Format

Send to

Choose Destination
Vaccine. 2017 Jul 24;35(33):4276-4286. doi: 10.1016/j.vaccine.2017.05.064. Epub 2017 Jun 22.

Risk of intussusception following rotavirus vaccination: An evidence based meta-analysis of cohort and case-control studies.

Author information

1
The Whiteley-Martin Research Centre, Discipline of Surgery, The University of Sydney, Nepean Hospital, Penrith, New South Wales, Australia.
2
The Whiteley-Martin Research Centre, Discipline of Surgery, The University of Sydney, Nepean Hospital, Penrith, New South Wales, Australia. Electronic address: guy.eslick@sydney.edu.au.

Abstract

BACKGROUND:

International post-licensure studies on rotavirus vaccines have identified an increased risk of intussusception in infants after administration. The first developed rotavirus vaccine (Rotashield (RRV-TV)) was suspended post-licensure in 1999 after an association with intussusception was found. The currently available second-generation rotavirus vaccines (Rotateq (RV5) and Rotarix (RV1)), are recommended as a routine vaccine by the World Health Organisation (WHO). Post-licensure studies of these vaccines have shown a smaller but temporal increased risk for developing intussusception.

METHODS:

A meta-analysis was performed to summarise available evidence and to give an overall risk of developing intussusception from case-control and cohort studies for all rotavirus vaccines that have been manufactured up to date. A search was conducted on MEDLINE, PubMed, EMBASE and Google Scholar up to May 2017. Eligible studies assessed the relationship between the rotavirus vaccine administration and subsequent development of intussusception both after receiving the first dose and after receiving all doses combined. Data was extracted on study characteristics, methods and outcomes. Results were pooled using the random-effect model.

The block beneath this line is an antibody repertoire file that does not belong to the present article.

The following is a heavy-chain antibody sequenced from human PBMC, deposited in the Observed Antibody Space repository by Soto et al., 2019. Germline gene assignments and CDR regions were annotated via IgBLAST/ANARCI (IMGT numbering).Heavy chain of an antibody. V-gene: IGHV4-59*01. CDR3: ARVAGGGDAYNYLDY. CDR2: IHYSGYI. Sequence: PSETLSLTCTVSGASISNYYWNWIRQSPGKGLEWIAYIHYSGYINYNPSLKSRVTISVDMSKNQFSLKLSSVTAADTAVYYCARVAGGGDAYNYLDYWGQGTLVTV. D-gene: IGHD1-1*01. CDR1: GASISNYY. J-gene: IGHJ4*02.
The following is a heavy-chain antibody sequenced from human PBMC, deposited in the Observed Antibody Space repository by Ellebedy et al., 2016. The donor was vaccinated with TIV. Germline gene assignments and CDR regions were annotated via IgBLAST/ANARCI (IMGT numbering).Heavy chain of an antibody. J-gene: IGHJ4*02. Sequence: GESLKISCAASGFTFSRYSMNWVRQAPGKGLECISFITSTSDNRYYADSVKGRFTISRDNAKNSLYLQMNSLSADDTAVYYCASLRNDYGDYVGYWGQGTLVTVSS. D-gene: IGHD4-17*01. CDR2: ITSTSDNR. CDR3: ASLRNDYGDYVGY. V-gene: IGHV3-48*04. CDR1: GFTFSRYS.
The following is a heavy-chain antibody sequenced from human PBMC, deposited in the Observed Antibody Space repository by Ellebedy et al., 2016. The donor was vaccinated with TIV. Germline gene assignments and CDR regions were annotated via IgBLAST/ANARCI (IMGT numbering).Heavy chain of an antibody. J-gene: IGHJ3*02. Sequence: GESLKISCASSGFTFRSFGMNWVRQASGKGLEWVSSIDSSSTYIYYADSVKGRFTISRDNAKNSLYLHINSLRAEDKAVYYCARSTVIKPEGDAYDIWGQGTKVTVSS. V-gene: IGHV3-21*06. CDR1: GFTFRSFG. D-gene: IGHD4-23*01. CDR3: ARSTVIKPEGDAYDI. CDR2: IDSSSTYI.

RESULTS:

Six cohort studies involving 4506265 total first doses and five case-control studies involving a total sample of 9643 children were included in this analysis. The cohort data revealed that there was an associated increased risk of intussusception after the first 7days post first dose of the vaccine (RR:3.71, 95% CI:1.08-12.69) and after receiving all doses of the rotavirus vaccine (RR:3.47, 95% CI:1.23-9.78). Similarly, the case-control data found an increased risk of intussusception following the first dose (OR: 8.45, 95% CI: 4.08-17.50) and following all doses (OR: 1.59, 95% CI: 1.11-2.27).

CONCLUSIONS:

Findings of this meta-analysis suggest that the rotavirus vaccine is associated with an increased risk on the development of intussusception, principally seen after administration of the first dose of vaccine.

KEYWORDS:

Intussusception; Rotavirus; Vaccination; Vaccine

PMID:
28648544
DOI:
10.1016/j.vaccine.2017.05.064
[Indexed for MEDLINE]

Supplemental Content

Full text links

Icon for Elsevier Science
Loading ...
Support Center